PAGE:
When autumn arrives in Patagonia sometime between late March and early April, a transition is started. Every day the sun stands lower on the sky and soon the first frost arrives during the nights. Within a few weeks, and starting from top to bottom, the green summer leaves of the trees in the valleys change their colour to a vivid red.

In 2016, autumn in Patagonia was no different. And after I had already spent four months in Parque Nacional los Glaciares, I was ready to do what it takes to capture the changing landscape at its best. I decided to dedicate the whole month of April to photography and soon started a marathon of nights spent in my tent. And when I didn’t spend the night out in the park I surely got up for sunrise to reach the nearest point of interest to enjoy the soft morning light. Only if the weather was really bad I allowed myself to relax.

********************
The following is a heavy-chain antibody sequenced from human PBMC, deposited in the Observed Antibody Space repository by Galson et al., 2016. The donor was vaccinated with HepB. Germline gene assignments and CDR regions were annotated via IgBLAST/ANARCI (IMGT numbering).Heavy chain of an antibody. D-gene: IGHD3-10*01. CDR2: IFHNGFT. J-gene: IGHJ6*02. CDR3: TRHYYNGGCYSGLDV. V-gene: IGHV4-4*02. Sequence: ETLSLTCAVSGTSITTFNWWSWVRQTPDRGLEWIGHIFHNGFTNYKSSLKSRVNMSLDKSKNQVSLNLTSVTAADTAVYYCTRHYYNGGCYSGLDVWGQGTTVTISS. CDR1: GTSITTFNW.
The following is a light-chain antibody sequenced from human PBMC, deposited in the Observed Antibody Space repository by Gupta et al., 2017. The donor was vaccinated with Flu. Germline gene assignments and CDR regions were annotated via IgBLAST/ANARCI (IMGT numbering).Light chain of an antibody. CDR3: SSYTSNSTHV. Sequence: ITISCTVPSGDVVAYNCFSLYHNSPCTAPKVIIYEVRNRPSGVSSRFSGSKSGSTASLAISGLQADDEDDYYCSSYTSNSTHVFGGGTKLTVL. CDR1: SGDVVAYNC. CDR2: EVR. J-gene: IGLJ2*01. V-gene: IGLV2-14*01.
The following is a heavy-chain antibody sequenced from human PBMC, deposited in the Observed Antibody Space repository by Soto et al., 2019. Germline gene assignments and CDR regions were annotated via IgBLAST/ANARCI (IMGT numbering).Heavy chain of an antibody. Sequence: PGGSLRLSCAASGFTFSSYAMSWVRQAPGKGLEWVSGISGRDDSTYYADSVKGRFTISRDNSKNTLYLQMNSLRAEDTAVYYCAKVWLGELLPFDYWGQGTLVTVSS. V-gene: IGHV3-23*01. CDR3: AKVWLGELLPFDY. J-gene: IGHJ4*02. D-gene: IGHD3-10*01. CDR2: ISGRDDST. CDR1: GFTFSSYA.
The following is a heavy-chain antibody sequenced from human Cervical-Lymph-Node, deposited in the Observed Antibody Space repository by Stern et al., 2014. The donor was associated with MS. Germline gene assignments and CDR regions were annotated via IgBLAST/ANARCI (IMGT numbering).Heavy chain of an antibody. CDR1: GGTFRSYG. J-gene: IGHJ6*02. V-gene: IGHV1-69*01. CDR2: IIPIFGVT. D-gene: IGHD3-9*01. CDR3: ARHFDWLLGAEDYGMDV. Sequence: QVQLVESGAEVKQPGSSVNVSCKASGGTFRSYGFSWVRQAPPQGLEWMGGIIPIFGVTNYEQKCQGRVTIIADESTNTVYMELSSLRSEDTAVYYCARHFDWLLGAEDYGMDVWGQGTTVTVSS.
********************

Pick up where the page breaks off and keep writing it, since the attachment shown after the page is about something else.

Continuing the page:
Cerro Torre in soft morning light

Seasons Change

This kind of dedication is something I learned to appreciate relatively late in my career. For many years I was happy with whatever nature had in store for me. It took me numerous failed trips to learn that if I really wanted to step up my photography game I would have to start to set goals for myself. And – more importantly – I would have to stop asking myself the question that so far had destroyed many previous plans: “Is it really worth it?”. On this particular autumn morning in Patagonia I didn’t question my pre-dawn-walk. I felt the necessary commitment to do what I had agreed to do. And although a two hour walk in the dark gives you plenty of time to think, the only thing on my mind was getting there and setting up my tripod and camera, and framing Cerro Torre in the soft morning light.

Cerro Torre in soft morning light
Parque Nacional los Glaciares

Canon EOS 5D Mark III
Canon EF 24-70mm f/4L IS USM @ 50mm
ISO 100, f/8, 2.5 seconds

09. April 2016 @ 08:03

Single exposure. Processed in LR and PS.